- Former Pakistan Prime Minister Nawz Sharif has been sentenced to 10 years in prison for corruption by the National Accountability Bureau (NAB) court
- Sharif’s daughter Maryam and son-in-law have also been convicted. They have been sentenced to seven years and one year in jail respectively.
- They have been convicted in the Avenfield corruption case- one among the four cases against Nawaz Sharif and his children. The Avenfield case relates to the ownership of properties in London.
- In 2017, Pakistan Supreme Court had disqualified Nawaz Sharif from the post of Prime Minister after the Panama Papers revelations.
- Sharif was accused of money laundering to purchase assets in London. The Panama papers showed that showed that the assets were managed through offshore companies owned by Sharif’s children.
- The entire controversy started in 2016, following a data leak of Mossack Fonseca -a Panama-based law firm which documents offshore dealings of many firms
- Justice Adarsh Kumar Goel, who retired as Supreme Court judge recently, has defended the 20th March verdict on SC/ST Act
- In 20th March verdict the Supreme Court had expressed concerns over the misuse of the SC/ST Act. The Court upheld that there should not be any automatic arrest under the SC/ST Act and a primary inquiry must be conducted by the police before taking any action.
- The verdict called for allowing accused person to apply for anticipatory bail. The court upheld that there is no absolute bar for granting anticipatory bail in a matter under the Act.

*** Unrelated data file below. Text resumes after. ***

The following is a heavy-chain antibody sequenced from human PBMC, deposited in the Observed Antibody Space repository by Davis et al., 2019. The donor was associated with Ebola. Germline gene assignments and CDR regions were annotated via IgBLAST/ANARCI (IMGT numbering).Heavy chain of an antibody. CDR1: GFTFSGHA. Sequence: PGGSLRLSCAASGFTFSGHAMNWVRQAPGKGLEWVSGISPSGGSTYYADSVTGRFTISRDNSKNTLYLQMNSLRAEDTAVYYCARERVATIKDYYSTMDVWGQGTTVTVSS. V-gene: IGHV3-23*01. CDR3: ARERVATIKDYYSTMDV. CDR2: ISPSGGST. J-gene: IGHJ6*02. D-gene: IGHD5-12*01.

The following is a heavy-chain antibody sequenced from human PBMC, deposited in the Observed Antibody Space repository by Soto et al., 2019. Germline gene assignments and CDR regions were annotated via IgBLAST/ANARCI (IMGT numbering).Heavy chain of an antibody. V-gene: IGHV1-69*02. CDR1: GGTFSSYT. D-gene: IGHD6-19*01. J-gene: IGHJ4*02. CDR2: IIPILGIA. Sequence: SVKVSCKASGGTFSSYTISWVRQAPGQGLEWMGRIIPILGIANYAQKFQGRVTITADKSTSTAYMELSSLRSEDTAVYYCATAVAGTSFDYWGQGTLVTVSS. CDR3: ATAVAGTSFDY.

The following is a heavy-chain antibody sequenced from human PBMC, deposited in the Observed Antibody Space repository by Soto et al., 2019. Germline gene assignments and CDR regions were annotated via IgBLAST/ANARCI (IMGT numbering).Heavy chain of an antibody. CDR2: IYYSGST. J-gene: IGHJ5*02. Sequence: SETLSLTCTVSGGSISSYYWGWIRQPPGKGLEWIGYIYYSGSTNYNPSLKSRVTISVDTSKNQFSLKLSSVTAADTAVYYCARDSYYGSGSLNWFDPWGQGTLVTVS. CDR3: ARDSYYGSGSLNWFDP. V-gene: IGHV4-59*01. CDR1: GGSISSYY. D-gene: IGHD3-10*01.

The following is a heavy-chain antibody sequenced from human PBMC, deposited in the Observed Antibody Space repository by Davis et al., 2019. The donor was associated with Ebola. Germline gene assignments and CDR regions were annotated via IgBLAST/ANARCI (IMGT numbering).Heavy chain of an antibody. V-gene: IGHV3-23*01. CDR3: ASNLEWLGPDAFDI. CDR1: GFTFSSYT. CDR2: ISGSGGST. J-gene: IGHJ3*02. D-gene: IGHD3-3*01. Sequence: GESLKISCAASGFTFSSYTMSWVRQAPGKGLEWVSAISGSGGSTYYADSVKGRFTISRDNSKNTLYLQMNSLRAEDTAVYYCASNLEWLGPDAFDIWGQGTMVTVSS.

- Previously, Section 18 of the Sc/St Act, 1989 barred accused persons from seeking anticipatory bail
- Justice Goel has defended the judgement stating that the verdict aimed to protect innocent persons falsely accused under the SC/ST (prevention of Atrocities Act)
- Recently, the government has deployed 800 IAS officers in 115 ‘aspirational districts’ to implement flagship government schemes
- 800 Deputy Secretaries, Under-Secretaries and Director level officers from various Ministries have been sent to 115 districts to implement various government schemes under the Extended Gram Swaraj Abhiyan (EGSA) before the Independence Day
- Each IAS officer has been assigned 75 villages. A total of 49,178 villages will be covered. Most of these villages have a majority of SC/ST population
- Central officials are being absorbed into EGSA duty for at least 15 working days
- In each village, a team of officers convenes meeting of beneficiaries, district or state officials, representative of a leading bank in the area, and agencies responsible for enrolling people in the village
- The team monitors the functioning of the scheme and gets feedback. In case of any loophole it tries to sort it on the spot.
- The team also uploads the day’s progress into a data system that can be tracked live on the EGSA dashboard
- Concerns raised:
- There have been concerns raised over such a widespread involvement of Central officers in implementing government welfare schemes. This might have an impact on Centre-State relations and undermine the principle of cooperative federalism